Magic Leap – Communications Lessons For Every Startup
I’m going to be honest with you – I don’t know much about Magic Leap. Earlier this week I started seeing Google Alerts about them losing their Head of PR. Reading a few stories it struck me that there are some lessons every entrepreneur can learn from the company when it comes to public relations, marketing and publicity.
It appears the media consensus on why former head of PR Andy Fouché left was a series of less than flattering media articles. If it was, then it highlights the problems with trying to manage reputation via the media. Startups are going to get a combination of positive and negative press. It’s par for the course. The key is to manage it.
Publicity NOT pr
I don’t know Fouché but, if he’s like many heads of PR he appears to have focused on publicity, not PR. It’s a common mistake. Startups rely on media coverage as their primary communications channel for all stakeholders, rather than using media as one of a portfolio of channels. Key relationships shouldn’t be weakened by negative media coverage. Had they been built via more traditional and direct channels this would not happen.
In TechCrunch‘s article, ‘Magic Leap loses its head of PR following rough week of bad PR’ explains, “Magic Leap has run its marketing efforts like an overzealous Kickstarter and its PR like a certain tight-lipped Cupertino tech company.” It asks for money before throwing stakeholders a treat and tries to communicate like a 40-year old company, with 115,000+ employees, $200+ billion in revenue – and a track record of delivering products like the iPod, iPhone, iPad as well as multiple industry-changing personal computers.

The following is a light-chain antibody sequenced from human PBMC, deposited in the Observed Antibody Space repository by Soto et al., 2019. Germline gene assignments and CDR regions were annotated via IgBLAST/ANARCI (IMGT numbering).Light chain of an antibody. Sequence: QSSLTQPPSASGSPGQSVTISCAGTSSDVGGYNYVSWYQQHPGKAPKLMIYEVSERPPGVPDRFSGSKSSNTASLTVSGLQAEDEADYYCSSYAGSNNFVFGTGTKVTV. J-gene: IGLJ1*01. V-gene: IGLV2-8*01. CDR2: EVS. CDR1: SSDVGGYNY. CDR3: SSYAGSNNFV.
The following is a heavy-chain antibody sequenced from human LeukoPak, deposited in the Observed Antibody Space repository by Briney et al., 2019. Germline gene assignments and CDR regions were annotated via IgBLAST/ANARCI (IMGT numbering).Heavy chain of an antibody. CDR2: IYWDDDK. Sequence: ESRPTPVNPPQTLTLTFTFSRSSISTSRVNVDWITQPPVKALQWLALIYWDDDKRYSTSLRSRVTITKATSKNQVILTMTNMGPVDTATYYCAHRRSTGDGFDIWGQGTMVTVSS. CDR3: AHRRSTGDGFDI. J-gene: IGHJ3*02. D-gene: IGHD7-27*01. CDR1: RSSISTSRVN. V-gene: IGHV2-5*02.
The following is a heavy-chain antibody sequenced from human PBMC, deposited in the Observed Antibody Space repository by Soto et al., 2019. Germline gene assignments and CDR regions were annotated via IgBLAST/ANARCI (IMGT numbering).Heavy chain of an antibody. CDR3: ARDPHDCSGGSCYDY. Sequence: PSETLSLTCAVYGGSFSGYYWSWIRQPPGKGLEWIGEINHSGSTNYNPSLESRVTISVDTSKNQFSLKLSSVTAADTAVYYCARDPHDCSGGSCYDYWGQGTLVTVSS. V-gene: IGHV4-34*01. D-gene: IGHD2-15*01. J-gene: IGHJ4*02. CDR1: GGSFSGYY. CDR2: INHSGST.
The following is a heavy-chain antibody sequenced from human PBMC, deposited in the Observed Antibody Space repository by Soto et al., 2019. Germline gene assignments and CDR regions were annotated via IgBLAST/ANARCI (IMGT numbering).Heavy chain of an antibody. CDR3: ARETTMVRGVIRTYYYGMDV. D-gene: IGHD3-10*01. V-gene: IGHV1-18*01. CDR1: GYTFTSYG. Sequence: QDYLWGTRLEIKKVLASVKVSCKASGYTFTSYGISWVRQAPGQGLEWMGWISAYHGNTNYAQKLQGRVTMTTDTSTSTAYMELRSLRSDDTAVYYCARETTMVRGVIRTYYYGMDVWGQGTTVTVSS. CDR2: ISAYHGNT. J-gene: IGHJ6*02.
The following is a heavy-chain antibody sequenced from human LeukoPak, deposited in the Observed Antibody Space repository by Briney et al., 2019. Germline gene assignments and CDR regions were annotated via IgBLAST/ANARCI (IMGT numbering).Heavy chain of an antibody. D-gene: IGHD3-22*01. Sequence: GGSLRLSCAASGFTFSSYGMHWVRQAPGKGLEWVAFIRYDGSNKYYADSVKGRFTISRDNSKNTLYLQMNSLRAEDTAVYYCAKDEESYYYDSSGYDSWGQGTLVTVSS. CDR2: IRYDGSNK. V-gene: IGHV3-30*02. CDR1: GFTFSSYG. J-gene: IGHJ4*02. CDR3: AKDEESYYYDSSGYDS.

Personally, I think that Fouché left for personal reasons. He’s gone from one stealth startup to another. But I’m speculating.
Common Startup PR Problems
Reading the Magic Leap website I’m no clearer about exactly what they do. The whale is cool. The dinosaur in the living room… interesting. The desktop galaxy… but little about what they do. They say they’re excited to show us what they’re working on, but… we have to be patient.
This highlights another common startup and smallbiz problem I encounter. A lack of specificity. There’s a lot of hype. No lack of excitement to show us what they’re working on. Cool animations. Jargon. Acronyms. But there’s just nothing tangible.
Too many startups and small businesses try to be smart communicators – and end up saying very little that is intelligible.
They try to build and manage relationships indirectly via media and websites. Many confuse publicity with PR. Most over-hype and under-deliver.
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